Because illness is so often believed to be caused by witchcraft, it continues to be difficult to get people to take responsible action towards HIV/AIDS. There are commonly held beliefs by those that don’t acknowledge the reality of AIDS, that AIDS information is a plot to undermine African society. And for many who do believe that AIDS exists, they believe that it was imported from the West to annihilate the Africans. And there are many who don’t understand the connection between sexual activity, AIDS and the illnesses that are killing them. A spell can kill you quickly (in the form of a heart attack, a car accident, lightening); AIDS does not so it is less frightening. TB is now one of the biggest AIDS related illnesses. More recently people are willing to acknowledge that they have TB, or that a family member died of TB. But AIDS is never mentioned as a killer. It is nearly impossibly to get accurate information on AIDS-related deaths as people rarely know each other’s status. Even my nurse friends who have lost multiple siblings, only “suspect” that they might have had AIDS. More commonly, deaths are caused by a spell cast because of a neighbor’s jealousy, a sibling’s grudge, the in-laws dissatisfaction. There is no proof, of course, but speculation, rumor and suspicion are enough to cement it into the lives of the people.


Relevant to the experience with the “bewitched” woman is a book I just picked-up called Crazy Like Us by Ethan Watters. His premise is that the global spread of American culture includes exporting our ideas about mental illness and the psychopharmacology that goes with it. We enter into cultures with our assumptions and ideas about treatment, sometimes discounting and trampling the ways that have been used for centuries. So, I am curious if the “bewitched” woman will have another psychotic-like episode. Or if the spell has been broken and if she will be able to live a normal and medication-free life. If she had walked in to a mental health clinic in the US, there is no doubt that she would have walked out with a diagnosis and a bottle of pills. But here, in Africa, with the priests, nurses and sangomas all confirming the reality of her experience, they also may have the answer for her cure.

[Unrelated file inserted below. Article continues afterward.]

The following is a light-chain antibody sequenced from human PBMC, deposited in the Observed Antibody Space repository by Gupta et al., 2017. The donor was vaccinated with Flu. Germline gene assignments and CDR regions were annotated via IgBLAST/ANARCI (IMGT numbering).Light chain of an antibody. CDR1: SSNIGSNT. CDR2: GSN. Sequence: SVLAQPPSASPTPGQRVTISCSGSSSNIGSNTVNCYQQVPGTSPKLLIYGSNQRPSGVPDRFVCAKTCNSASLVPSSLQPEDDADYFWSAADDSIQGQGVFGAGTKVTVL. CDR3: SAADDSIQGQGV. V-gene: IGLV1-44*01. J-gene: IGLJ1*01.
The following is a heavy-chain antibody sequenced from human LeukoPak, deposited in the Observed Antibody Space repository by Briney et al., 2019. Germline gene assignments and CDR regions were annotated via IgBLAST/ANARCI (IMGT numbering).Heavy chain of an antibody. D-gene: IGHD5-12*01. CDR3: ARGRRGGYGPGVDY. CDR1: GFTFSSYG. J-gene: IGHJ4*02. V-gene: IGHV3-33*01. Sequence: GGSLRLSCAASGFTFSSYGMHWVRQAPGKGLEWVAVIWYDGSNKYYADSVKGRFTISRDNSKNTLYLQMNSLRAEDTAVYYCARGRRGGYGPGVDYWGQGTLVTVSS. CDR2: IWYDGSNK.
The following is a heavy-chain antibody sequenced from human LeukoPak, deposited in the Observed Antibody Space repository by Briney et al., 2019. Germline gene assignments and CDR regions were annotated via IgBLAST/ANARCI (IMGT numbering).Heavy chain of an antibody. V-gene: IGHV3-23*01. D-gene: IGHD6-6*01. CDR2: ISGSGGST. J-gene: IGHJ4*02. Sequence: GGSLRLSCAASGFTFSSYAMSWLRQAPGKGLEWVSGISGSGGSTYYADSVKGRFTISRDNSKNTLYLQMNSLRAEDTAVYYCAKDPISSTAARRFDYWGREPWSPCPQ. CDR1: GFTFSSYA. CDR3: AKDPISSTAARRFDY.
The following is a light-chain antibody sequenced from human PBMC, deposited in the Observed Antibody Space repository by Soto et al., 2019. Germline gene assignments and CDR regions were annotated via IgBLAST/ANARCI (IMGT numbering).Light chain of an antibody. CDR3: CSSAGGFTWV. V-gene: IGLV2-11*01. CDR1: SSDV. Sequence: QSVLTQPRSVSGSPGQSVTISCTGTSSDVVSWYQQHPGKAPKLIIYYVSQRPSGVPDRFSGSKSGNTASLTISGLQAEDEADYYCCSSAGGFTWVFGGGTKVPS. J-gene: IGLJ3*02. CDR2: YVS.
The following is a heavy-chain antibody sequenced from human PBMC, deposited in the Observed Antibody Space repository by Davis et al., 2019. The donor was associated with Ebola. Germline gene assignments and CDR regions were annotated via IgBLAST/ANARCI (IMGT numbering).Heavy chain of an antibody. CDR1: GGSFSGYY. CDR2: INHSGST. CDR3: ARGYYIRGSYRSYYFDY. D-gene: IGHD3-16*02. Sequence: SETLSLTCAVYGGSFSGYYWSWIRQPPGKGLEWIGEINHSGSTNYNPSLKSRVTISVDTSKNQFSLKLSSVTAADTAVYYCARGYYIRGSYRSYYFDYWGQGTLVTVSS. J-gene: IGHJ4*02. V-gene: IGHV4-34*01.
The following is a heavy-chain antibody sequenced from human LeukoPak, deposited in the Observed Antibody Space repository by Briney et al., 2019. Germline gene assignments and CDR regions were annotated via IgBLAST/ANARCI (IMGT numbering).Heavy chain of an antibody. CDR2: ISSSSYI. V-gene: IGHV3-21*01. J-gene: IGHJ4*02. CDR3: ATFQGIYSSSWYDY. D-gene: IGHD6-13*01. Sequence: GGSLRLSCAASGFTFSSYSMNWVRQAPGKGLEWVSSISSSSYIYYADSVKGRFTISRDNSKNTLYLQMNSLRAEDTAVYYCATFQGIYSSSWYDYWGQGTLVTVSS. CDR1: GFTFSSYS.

Know Your Status (KYS) has been a government-led 5 year campaign to get the country tested for HIV. A great deal of NGO money has gone into activities which will draw people (sports activities, youth camps) who will then also be available for HIV education and hopefully testing. After 5 years it has been found that only 15% of the population has been tested. In spite of all the education, people continue to be fearful of the stigma and have been unwilling to get tested and/or they live so rurally that it is not practical. The other reality is that one test is meaningless if the risky sexual behavior doesn’t change.

So now the government is throwing itself behind the One Love campaign. The intention of this is to educate people into a willingness to reduce the number of concurrent sexual partners they have. Research indicates that on the average Africans have 2.5 sexual partners in a lifetime. In the West it is found to be double that. The critical difference is that in the West, we usually don’t have concurrent partners, (we tend to have serial monogamy) while in Africa the concurrent partnerships are tolerated and common. The strategy behind changing this behavior is to improve the communication skills between couples, improve their sexual understanding, and therefore reduce the desire to go outside of the relationship for sexual satisfaction. This sounds like a reasonable strategy. But since I have begun talking about this to the public, I can’t tell you how many times I have heard , “Ahh, but I am a Basotho man and I will die a Basotho man.” Or,”I am a man and I must have what a man needs.”(Read between the lines, “To be an African man means to have more than one woman at a time.”) Faced with this attitude, (and coupled with the Catholic prohibition against condoms) it appears that there is a long road, possibly generations long, before the AIDS pandemic will be under control.